Making a business responsible and a positive force comes with challenges – what have you turned to for inspiration to overcome a significant barrier?
My family has been a huge influence, in particular my husband, who is a constant and unwavering support; I value his expertise, his advice and his knowledge.
My grandchildren remind me every day why it is so important we keep striving to push through any barriers – looking after our planet is vital so that we can preserve it for them and it breaks my heart to think that might not see the beauty or enjoy the resources that we are so lucky to have.
And in my day-to-day, my meditation practice is something I rely on to balance any stresses or worries. I have practised yoga and meditation since I first went to India when I was young and they continue to help ground me and keep me centred and calm. When you practise yoga or meditate you’re creating your own space, a place and a time for yourself to recharge your energy and so to me that time in the morning is essential. I think everyone needs to have moments of that kind in their day, whether it’s by taking a walk, having a bath or reading a book – we all need to stop and refocus.
As a successful business leader, what advice do you have for others who want to build sustainable businesses and brands?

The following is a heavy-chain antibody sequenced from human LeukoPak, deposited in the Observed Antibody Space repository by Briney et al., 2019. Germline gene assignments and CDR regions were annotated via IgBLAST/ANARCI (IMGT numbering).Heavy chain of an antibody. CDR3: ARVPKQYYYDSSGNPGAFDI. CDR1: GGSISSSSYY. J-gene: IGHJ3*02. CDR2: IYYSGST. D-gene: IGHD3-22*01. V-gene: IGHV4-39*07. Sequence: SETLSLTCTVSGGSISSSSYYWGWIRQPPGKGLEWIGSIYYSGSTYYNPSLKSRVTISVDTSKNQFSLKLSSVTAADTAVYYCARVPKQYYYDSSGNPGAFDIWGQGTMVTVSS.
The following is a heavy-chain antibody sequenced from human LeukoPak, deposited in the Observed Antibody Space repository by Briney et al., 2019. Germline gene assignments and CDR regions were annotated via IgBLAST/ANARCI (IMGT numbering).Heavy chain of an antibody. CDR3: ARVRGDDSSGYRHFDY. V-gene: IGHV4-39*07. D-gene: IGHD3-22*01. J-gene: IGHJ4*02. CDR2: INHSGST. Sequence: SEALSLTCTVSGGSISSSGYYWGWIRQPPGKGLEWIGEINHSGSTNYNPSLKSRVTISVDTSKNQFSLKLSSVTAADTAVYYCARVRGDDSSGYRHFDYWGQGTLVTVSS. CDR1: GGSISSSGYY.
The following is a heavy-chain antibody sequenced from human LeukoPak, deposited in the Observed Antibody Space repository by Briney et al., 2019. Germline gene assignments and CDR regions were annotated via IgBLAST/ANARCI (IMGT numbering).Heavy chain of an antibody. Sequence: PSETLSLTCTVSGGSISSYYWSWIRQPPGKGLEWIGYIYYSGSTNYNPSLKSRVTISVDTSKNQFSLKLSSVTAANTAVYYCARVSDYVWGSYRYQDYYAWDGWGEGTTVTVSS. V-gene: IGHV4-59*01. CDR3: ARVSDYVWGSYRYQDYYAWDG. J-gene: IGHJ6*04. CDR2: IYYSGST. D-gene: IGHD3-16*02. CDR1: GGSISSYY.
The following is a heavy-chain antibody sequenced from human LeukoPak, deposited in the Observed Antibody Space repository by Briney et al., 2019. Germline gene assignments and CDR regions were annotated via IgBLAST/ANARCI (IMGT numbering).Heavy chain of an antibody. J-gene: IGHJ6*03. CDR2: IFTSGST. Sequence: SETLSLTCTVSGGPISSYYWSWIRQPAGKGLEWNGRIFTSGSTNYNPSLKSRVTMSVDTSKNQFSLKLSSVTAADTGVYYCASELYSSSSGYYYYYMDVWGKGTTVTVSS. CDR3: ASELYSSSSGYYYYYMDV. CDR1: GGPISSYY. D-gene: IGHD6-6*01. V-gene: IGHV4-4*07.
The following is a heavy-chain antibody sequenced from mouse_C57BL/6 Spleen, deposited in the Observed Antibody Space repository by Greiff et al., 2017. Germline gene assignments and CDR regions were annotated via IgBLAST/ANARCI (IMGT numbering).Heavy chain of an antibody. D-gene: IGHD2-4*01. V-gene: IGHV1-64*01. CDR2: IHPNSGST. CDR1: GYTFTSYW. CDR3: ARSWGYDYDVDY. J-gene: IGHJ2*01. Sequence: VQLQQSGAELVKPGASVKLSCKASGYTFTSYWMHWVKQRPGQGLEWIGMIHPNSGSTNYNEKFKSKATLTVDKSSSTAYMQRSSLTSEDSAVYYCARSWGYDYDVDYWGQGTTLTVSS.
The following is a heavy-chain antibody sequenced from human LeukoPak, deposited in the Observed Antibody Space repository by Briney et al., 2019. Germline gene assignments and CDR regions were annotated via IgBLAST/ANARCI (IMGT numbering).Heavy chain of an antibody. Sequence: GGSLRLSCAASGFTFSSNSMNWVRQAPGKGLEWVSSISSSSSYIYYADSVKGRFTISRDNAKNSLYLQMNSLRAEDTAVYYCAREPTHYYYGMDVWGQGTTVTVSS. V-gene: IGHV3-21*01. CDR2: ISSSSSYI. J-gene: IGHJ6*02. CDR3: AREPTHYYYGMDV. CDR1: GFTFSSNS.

Be passionate – do something you really, really believe in. Starting a business can be very hard, especially at the beginning, and you’re inevitably going to meet adversity, so it’s important you love what you do and are prepared to work hard at it and want to fight for it.
Be curious – keep asking yourself questions and know that there is always something more you can do. Think about how the product or service you are offering will inspire others to live more sustainably or responsibly but remember that to make it sustainable you need to think about all aspects of your supply chain – you need to be able to account for the whole story.
How can we become more conscious consumers?
The first thing I would say is to start small and make changes that are sustainable for your lifestyle. Nobody is perfect and it is better to go slowly and make realistic swaps rather than embark on lots of big changes if you abandon them after a short time. Identify areas that are manageable for you.